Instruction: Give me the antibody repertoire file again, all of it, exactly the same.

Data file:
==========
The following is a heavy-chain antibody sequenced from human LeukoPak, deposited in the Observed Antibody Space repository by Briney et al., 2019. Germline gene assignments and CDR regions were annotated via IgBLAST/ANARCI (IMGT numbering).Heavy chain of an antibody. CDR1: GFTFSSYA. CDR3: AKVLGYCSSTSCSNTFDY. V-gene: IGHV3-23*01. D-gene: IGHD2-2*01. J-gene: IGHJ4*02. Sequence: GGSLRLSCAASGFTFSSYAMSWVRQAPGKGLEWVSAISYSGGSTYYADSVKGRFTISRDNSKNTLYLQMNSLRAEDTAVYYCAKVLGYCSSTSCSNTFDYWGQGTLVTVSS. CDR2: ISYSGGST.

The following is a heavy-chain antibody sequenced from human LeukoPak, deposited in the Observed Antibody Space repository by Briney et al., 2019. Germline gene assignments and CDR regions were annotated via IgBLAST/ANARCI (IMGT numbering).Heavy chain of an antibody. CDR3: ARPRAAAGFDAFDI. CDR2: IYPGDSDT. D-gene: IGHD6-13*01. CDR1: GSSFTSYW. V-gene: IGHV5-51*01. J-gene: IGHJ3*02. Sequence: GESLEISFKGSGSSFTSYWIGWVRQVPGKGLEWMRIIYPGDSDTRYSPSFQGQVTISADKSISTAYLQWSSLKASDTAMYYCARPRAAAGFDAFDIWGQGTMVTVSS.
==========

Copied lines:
The following is a heavy-chain antibody sequenced from human LeukoPak, deposited in the Observed Antibody Space repository by Briney et al., 2019. Germline gene assignments and CDR regions were annotated via IgBLAST/ANARCI (IMGT numbering).Heavy chain of an antibody. CDR1: GFTFSSYA. CDR3: AKVLGYCSSTSCSNTFDY. V-gene: IGHV3-23*01. D-gene: IGHD2-2*01. J-gene: IGHJ4*02. Sequence: GGSLRLSCAASGFTFSSYAMSWVRQAPGKGLEWVSAISYSGGSTYYADSVKGRFTISRDNSKNTLYLQMNSLRAEDTAVYYCAKVLGYCSSTSCSNTFDYWGQGTLVTVSS. CDR2: ISYSGGST.

The following is a heavy-chain antibody sequenced from human LeukoPak, deposited in the Observed Antibody Space repository by Briney et al., 2019. Germline gene assignments and CDR regions were annotated via IgBLAST/ANARCI (IMGT numbering).Heavy chain of an antibody. CDR3: ARPRAAAGFDAFDI. CDR2: IYPGDSDT. D-gene: IGHD6-13*01. CDR1: GSSFTSYW. V-gene: IGHV5-51*01. J-gene: IGHJ3*02. Sequence: GESLEISFKGSGSSFTSYWIGWVRQVPGKGLEWMRIIYPGDSDTRYSPSFQGQVTISADKSISTAYLQWSSLKASDTAMYYCARPRAAAGFDAFDIWGQGTMVTVSS.